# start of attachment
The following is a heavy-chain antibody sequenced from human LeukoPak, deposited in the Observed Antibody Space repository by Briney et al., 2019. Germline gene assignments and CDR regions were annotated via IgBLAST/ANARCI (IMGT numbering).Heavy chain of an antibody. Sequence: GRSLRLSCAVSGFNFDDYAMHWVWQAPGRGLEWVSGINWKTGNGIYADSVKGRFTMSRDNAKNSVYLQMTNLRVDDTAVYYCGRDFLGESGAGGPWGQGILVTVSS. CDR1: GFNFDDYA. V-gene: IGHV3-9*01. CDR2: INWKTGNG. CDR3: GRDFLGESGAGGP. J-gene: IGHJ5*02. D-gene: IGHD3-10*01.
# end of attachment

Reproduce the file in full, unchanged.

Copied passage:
The following is a heavy-chain antibody sequenced from human LeukoPak, deposited in the Observed Antibody Space repository by Briney et al., 2019. Germline gene assignments and CDR regions were annotated via IgBLAST/ANARCI (IMGT numbering).Heavy chain of an antibody. Sequence: GRSLRLSCAVSGFNFDDYAMHWVWQAPGRGLEWVSGINWKTGNGIYADSVKGRFTMSRDNAKNSVYLQMTNLRVDDTAVYYCGRDFLGESGAGGPWGQGILVTVSS. CDR1: GFNFDDYA. V-gene: IGHV3-9*01. CDR2: INWKTGNG. CDR3: GRDFLGESGAGGP. J-gene: IGHJ5*02. D-gene: IGHD3-10*01.